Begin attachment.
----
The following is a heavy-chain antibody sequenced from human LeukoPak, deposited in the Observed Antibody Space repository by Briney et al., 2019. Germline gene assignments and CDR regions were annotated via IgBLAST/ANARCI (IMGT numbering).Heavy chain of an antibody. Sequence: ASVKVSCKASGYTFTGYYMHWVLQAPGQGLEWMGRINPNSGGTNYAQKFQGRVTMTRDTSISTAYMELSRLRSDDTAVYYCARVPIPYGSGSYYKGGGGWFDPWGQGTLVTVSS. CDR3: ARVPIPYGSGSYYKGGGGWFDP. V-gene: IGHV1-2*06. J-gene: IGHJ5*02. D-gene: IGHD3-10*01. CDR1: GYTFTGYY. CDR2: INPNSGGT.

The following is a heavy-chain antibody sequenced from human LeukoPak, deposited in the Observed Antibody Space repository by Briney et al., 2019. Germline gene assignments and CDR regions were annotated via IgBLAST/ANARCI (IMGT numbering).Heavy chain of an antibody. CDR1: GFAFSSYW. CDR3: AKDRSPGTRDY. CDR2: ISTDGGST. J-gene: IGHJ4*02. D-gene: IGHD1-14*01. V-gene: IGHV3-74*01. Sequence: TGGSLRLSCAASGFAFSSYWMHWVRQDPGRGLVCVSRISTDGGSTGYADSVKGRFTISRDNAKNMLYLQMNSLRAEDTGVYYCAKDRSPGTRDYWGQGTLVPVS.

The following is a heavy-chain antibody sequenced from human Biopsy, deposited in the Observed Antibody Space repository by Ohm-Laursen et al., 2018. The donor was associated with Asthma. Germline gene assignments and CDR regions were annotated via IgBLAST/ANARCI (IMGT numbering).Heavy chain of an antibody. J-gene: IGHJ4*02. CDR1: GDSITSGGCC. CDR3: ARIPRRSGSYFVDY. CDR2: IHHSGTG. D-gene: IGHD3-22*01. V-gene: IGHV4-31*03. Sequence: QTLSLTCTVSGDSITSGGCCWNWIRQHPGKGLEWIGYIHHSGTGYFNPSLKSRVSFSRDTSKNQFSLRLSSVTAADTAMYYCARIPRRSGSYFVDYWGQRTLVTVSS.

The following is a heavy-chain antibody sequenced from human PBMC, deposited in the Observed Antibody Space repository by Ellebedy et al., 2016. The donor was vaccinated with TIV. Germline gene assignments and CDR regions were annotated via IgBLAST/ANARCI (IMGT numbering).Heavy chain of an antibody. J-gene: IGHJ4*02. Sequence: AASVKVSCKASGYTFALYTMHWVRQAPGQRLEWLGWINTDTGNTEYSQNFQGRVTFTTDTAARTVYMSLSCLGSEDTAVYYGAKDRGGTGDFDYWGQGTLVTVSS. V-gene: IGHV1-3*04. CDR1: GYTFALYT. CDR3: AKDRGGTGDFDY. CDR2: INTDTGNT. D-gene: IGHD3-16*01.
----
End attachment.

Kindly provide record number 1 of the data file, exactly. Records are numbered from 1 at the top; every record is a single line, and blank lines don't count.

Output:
The following is a heavy-chain antibody sequenced from human LeukoPak, deposited in the Observed Antibody Space repository by Briney et al., 2019. Germline gene assignments and CDR regions were annotated via IgBLAST/ANARCI (IMGT numbering).Heavy chain of an antibody. Sequence: ASVKVSCKASGYTFTGYYMHWVLQAPGQGLEWMGRINPNSGGTNYAQKFQGRVTMTRDTSISTAYMELSRLRSDDTAVYYCARVPIPYGSGSYYKGGGGWFDPWGQGTLVTVSS. CDR3: ARVPIPYGSGSYYKGGGGWFDP. V-gene: IGHV1-2*06. J-gene: IGHJ5*02. D-gene: IGHD3-10*01. CDR1: GYTFTGYY. CDR2: INPNSGGT.